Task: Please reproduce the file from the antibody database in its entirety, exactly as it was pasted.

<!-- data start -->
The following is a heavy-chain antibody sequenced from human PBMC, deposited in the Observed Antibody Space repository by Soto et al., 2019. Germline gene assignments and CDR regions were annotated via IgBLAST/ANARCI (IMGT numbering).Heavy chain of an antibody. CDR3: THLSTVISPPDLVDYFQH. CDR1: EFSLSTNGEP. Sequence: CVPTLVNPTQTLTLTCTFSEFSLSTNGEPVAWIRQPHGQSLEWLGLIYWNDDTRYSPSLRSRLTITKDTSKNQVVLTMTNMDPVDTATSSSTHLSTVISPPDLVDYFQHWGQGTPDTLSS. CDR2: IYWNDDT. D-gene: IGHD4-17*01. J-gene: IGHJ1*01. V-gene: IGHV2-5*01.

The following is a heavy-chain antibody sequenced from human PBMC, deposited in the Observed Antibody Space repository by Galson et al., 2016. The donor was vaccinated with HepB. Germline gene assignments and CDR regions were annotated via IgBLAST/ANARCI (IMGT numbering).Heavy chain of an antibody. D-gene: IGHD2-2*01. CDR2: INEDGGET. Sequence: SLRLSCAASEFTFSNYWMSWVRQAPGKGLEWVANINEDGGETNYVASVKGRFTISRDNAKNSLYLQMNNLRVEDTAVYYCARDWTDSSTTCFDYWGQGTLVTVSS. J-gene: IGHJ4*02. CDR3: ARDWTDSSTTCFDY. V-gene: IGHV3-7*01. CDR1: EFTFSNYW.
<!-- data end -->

The following is a heavy-chain antibody sequenced from human PBMC, deposited in the Observed Antibody Space repository by Soto et al., 2019. Germline gene assignments and CDR regions were annotated via IgBLAST/ANARCI (IMGT numbering).Heavy chain of an antibody. CDR3: THLSTVISPPDLVDYFQH. CDR1: EFSLSTNGEP. Sequence: CVPTLVNPTQTLTLTCTFSEFSLSTNGEPVAWIRQPHGQSLEWLGLIYWNDDTRYSPSLRSRLTITKDTSKNQVVLTMTNMDPVDTATSSSTHLSTVISPPDLVDYFQHWGQGTPDTLSS. CDR2: IYWNDDT. D-gene: IGHD4-17*01. J-gene: IGHJ1*01. V-gene: IGHV2-5*01.

The following is a heavy-chain antibody sequenced from human PBMC, deposited in the Observed Antibody Space repository by Galson et al., 2016. The donor was vaccinated with HepB. Germline gene assignments and CDR regions were annotated via IgBLAST/ANARCI (IMGT numbering).Heavy chain of an antibody. D-gene: IGHD2-2*01. CDR2: INEDGGET. Sequence: SLRLSCAASEFTFSNYWMSWVRQAPGKGLEWVANINEDGGETNYVASVKGRFTISRDNAKNSLYLQMNNLRVEDTAVYYCARDWTDSSTTCFDYWGQGTLVTVSS. J-gene: IGHJ4*02. CDR3: ARDWTDSSTTCFDY. V-gene: IGHV3-7*01. CDR1: EFTFSNYW.